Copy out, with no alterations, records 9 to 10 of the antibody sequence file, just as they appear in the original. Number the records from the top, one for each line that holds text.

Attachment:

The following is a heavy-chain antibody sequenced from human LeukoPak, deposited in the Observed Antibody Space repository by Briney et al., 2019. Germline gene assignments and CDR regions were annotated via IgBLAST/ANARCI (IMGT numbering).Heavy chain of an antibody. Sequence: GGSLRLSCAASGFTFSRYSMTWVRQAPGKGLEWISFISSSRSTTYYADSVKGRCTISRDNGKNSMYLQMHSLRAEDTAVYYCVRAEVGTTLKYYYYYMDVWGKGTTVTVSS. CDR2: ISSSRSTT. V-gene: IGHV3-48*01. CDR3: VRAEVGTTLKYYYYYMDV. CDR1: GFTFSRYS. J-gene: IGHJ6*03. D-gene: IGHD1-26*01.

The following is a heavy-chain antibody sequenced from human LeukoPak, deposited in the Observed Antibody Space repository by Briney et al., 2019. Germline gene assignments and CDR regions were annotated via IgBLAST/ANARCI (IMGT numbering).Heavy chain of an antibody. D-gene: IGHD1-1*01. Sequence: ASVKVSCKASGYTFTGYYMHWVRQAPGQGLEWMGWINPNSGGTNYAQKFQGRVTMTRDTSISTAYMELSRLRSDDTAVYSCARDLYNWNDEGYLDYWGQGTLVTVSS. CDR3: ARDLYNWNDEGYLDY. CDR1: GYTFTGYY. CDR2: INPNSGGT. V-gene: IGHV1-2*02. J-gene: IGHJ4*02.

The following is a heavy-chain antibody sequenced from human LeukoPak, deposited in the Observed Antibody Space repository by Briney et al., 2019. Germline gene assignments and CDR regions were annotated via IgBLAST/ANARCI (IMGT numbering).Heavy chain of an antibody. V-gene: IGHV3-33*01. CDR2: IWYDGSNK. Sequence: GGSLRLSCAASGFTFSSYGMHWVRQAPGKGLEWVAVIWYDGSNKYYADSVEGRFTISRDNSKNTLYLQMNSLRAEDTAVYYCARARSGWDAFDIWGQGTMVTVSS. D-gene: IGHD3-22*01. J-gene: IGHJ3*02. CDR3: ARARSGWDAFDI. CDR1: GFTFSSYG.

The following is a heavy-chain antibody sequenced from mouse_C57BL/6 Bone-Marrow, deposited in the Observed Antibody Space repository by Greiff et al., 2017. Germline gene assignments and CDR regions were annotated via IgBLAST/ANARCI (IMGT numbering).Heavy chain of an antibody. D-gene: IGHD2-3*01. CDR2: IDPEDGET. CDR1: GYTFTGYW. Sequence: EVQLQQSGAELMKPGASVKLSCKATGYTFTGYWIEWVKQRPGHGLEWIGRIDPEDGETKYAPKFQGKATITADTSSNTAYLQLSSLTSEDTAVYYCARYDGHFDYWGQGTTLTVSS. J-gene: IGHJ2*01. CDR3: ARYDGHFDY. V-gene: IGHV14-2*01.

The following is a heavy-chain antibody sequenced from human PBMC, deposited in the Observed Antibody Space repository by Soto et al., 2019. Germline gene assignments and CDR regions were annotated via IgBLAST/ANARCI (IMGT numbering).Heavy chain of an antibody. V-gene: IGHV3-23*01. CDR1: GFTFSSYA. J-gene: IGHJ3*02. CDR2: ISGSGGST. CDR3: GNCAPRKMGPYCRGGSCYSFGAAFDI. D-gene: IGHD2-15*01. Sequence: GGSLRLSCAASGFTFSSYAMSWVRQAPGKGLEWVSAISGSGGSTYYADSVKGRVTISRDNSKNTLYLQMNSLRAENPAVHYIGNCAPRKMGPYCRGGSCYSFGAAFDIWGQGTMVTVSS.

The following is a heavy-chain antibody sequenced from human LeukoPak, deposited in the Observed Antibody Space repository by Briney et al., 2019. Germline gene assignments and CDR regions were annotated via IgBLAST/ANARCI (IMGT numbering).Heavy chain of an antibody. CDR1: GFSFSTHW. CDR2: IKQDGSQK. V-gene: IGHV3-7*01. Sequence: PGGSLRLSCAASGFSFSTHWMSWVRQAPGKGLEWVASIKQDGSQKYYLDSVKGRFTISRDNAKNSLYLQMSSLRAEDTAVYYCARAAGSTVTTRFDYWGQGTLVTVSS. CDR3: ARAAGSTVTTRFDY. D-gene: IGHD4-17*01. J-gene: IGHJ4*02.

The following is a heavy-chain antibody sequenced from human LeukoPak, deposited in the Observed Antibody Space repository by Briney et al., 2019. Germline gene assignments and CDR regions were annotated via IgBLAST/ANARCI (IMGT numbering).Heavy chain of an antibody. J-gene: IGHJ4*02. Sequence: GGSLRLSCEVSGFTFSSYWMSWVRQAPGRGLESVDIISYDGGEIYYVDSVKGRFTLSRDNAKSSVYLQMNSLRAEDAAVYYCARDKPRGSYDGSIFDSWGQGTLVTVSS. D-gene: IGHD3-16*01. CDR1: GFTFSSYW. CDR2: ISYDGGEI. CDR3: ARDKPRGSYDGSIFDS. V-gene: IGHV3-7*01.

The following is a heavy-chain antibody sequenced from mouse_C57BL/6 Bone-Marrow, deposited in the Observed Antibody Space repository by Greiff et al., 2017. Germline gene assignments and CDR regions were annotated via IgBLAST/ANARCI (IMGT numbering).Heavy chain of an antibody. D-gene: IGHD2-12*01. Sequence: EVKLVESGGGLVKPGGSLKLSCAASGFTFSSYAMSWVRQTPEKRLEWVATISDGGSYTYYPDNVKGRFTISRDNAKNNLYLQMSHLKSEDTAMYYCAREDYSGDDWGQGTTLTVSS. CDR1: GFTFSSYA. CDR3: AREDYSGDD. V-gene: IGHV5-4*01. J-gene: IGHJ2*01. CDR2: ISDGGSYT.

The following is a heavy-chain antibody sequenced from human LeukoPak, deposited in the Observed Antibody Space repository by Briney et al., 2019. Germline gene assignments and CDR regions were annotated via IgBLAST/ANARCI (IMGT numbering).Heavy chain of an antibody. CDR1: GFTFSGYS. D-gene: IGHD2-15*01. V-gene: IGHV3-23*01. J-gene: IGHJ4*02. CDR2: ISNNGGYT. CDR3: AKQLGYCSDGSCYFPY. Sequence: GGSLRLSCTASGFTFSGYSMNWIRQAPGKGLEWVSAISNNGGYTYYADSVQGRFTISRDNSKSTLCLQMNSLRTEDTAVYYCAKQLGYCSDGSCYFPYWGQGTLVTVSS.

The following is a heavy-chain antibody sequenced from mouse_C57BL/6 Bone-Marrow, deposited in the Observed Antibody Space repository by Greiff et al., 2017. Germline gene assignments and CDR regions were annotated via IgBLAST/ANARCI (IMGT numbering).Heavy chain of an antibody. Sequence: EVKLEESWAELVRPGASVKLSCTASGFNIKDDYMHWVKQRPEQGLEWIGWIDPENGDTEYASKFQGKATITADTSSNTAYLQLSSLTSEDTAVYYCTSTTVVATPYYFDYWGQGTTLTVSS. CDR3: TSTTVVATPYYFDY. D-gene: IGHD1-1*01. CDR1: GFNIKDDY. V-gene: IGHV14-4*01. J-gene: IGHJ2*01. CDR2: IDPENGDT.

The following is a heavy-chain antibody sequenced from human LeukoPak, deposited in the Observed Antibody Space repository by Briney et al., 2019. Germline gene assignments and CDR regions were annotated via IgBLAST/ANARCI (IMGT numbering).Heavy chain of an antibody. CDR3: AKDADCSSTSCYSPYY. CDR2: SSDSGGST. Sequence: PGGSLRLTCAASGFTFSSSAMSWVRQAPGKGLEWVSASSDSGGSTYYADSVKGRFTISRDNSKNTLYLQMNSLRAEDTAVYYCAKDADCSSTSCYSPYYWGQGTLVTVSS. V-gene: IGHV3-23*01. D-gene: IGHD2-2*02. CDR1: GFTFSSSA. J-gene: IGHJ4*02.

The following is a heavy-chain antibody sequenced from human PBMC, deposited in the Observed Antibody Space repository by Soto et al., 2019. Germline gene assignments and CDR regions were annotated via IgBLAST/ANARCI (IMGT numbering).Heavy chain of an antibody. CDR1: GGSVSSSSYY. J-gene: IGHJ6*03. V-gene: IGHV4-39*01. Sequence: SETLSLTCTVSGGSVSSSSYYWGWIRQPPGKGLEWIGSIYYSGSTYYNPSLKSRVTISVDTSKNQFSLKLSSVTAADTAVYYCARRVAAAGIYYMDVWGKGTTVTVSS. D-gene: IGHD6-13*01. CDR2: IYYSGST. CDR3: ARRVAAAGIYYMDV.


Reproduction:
The following is a heavy-chain antibody sequenced from human LeukoPak, deposited in the Observed Antibody Space repository by Briney et al., 2019. Germline gene assignments and CDR regions were annotated via IgBLAST/ANARCI (IMGT numbering).Heavy chain of an antibody. CDR1: GFTFSGYS. D-gene: IGHD2-15*01. V-gene: IGHV3-23*01. J-gene: IGHJ4*02. CDR2: ISNNGGYT. CDR3: AKQLGYCSDGSCYFPY. Sequence: GGSLRLSCTASGFTFSGYSMNWIRQAPGKGLEWVSAISNNGGYTYYADSVQGRFTISRDNSKSTLCLQMNSLRTEDTAVYYCAKQLGYCSDGSCYFPYWGQGTLVTVSS.

The following is a heavy-chain antibody sequenced from mouse_C57BL/6 Bone-Marrow, deposited in the Observed Antibody Space repository by Greiff et al., 2017. Germline gene assignments and CDR regions were annotated via IgBLAST/ANARCI (IMGT numbering).Heavy chain of an antibody. Sequence: EVKLEESWAELVRPGASVKLSCTASGFNIKDDYMHWVKQRPEQGLEWIGWIDPENGDTEYASKFQGKATITADTSSNTAYLQLSSLTSEDTAVYYCTSTTVVATPYYFDYWGQGTTLTVSS. CDR3: TSTTVVATPYYFDY. D-gene: IGHD1-1*01. CDR1: GFNIKDDY. V-gene: IGHV14-4*01. J-gene: IGHJ2*01. CDR2: IDPENGDT.